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China's Growing Military Might By: Patrick Devenny
FrontPageMagazine.com | Friday, June 03, 2005


There is nothing as predictable in Washington as the political firestorm that surrounds any proposed military base closing.  Immediately following the announcement of the Department of Defense’s 2005 Defense Base Closure and Realignment plan, known as the BRAC, politicians from both parties raced to attack the Pentagon blueprint, especially if a base in their district was on the chopping block.  For the most part, base closings are a necessary aspect of trimming the defense bureaucracy and providing for a more effective military infrastructure.  As President Bush pointed out in a speech last week to graduates of the U.S. Naval Academy, the Pentagon stands to save an estimated 48 billion dollars over the next 20 years, money more wisely spent on equipment and servicemen.  However, the tiresome bluster that purveys any discussion over base closings should not prevent observers from pointing out some of the BRAC’s more damaging recommendations.

Chief among the harmful BRAC advisories is the suggested closure of New London Naval Base in Connecticut.  New London is often referred to as "the Submarine Capital of the World," a title it clearly deserves.  Home to over 20 nuclear submarines of the U.S. Atlantic Fleet, New London is the historic main base for the U.S. Navy’s submarine fleet, hosting the silent service since 1915.  It is also the center for submarine related training for both officers and enlisted men, having housed the Naval Submarine School from its inception in 1916.  New London has benefited by its proximity to the General Dynamics Electric Boat Company, the world’s premiere submarine construction shipyard.  This closeness allows for a valuable synthesis between commercial concerns and the needs of the submarine community.  New London also serves as a strategically important geographical station, allowing American submarines to rapidly deploy to the Pacific Ocean via the polar ice cap.  All of these numerous advantages would go by the proverbial wayside were the BRAC recommendations concerning New London Naval Base carried out.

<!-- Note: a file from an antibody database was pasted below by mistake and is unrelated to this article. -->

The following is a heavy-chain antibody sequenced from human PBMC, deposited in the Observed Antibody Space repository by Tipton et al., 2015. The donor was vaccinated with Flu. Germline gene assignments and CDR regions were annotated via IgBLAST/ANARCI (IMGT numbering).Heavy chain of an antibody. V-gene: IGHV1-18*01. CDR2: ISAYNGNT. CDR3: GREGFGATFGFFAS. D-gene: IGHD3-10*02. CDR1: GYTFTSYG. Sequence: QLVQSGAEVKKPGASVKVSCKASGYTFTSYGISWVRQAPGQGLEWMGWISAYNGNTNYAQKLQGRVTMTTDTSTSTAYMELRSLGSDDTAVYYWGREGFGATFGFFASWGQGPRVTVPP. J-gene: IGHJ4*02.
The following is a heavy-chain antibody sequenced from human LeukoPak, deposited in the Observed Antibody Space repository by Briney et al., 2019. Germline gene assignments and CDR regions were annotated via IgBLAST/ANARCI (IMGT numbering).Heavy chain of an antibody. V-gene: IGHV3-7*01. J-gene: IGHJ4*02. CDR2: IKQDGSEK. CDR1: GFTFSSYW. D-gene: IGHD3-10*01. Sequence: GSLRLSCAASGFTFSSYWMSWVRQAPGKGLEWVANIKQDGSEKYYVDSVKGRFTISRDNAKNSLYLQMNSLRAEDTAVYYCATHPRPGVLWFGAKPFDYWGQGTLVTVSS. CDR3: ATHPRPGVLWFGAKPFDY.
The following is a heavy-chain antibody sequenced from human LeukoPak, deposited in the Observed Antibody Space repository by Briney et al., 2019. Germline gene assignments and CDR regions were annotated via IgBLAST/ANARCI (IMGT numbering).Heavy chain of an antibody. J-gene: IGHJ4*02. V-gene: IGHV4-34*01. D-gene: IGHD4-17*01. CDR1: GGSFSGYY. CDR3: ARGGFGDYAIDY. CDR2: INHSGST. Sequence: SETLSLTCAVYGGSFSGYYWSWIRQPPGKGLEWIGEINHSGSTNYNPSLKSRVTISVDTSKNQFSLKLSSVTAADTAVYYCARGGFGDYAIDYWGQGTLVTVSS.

Another negative aspect stemming from a New London base closure is the increased danger faced by the submarine fleet from a terrorist attack.  If New London is indeed shut down, the United States will possess only two submarine capable bases on the East Coast in which to house over 40 nuclear submarines.  Therefore, if one of those bases suffered a major terrorist attack, a hypothetical enemy could conceivably destroy up to 20% of the entire US Navy submarine fleet.  Such reasoning is hardly fanciful or alarmist, as the U.S. government has recently war gamed that very scenario.  In April 2005, TOPOFF 3, the largest homeland security drill ever conceived, centered around a hypothetical massive chemical weapons assault on New London Naval Base.  The strategic value of such an assault, especially if a base like New London is eventually closed and its large sub fleet based elsewhere, could prove irresistible to an unconventional enemy determined to cripple the U.S. Navy.